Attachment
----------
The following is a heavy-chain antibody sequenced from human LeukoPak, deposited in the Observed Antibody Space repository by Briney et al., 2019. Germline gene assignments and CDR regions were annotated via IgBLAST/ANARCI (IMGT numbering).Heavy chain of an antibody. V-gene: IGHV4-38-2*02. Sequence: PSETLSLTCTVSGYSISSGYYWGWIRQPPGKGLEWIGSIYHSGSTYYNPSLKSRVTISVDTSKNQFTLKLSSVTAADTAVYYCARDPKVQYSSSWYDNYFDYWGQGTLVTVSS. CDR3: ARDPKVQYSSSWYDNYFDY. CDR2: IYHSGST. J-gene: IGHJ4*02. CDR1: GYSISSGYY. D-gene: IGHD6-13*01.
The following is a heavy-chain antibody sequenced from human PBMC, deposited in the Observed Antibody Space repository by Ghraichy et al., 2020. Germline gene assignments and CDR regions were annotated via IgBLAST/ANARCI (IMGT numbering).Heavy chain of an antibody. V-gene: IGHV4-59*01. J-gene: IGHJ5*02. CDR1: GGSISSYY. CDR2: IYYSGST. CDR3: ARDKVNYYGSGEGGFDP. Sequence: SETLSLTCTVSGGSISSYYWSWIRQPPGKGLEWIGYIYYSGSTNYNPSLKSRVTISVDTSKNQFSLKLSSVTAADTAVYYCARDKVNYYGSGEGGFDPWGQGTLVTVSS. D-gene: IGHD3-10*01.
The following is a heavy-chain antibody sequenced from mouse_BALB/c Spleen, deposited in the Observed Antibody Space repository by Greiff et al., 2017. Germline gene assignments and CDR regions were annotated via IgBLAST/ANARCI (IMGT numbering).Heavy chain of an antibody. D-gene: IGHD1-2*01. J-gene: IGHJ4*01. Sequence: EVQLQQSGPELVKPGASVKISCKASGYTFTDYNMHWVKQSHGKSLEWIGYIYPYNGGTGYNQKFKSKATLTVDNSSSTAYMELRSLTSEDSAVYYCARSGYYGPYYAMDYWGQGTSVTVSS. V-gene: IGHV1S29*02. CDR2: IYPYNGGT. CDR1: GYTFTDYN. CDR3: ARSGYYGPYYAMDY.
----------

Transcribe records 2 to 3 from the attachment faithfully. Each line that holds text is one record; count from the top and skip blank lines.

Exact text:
The following is a heavy-chain antibody sequenced from human PBMC, deposited in the Observed Antibody Space repository by Ghraichy et al., 2020. Germline gene assignments and CDR regions were annotated via IgBLAST/ANARCI (IMGT numbering).Heavy chain of an antibody. V-gene: IGHV4-59*01. J-gene: IGHJ5*02. CDR1: GGSISSYY. CDR2: IYYSGST. CDR3: ARDKVNYYGSGEGGFDP. Sequence: SETLSLTCTVSGGSISSYYWSWIRQPPGKGLEWIGYIYYSGSTNYNPSLKSRVTISVDTSKNQFSLKLSSVTAADTAVYYCARDKVNYYGSGEGGFDPWGQGTLVTVSS. D-gene: IGHD3-10*01.
The following is a heavy-chain antibody sequenced from mouse_BALB/c Spleen, deposited in the Observed Antibody Space repository by Greiff et al., 2017. Germline gene assignments and CDR regions were annotated via IgBLAST/ANARCI (IMGT numbering).Heavy chain of an antibody. D-gene: IGHD1-2*01. J-gene: IGHJ4*01. Sequence: EVQLQQSGPELVKPGASVKISCKASGYTFTDYNMHWVKQSHGKSLEWIGYIYPYNGGTGYNQKFKSKATLTVDNSSSTAYMELRSLTSEDSAVYYCARSGYYGPYYAMDYWGQGTSVTVSS. V-gene: IGHV1S29*02. CDR2: IYPYNGGT. CDR1: GYTFTDYN. CDR3: ARSGYYGPYYAMDY.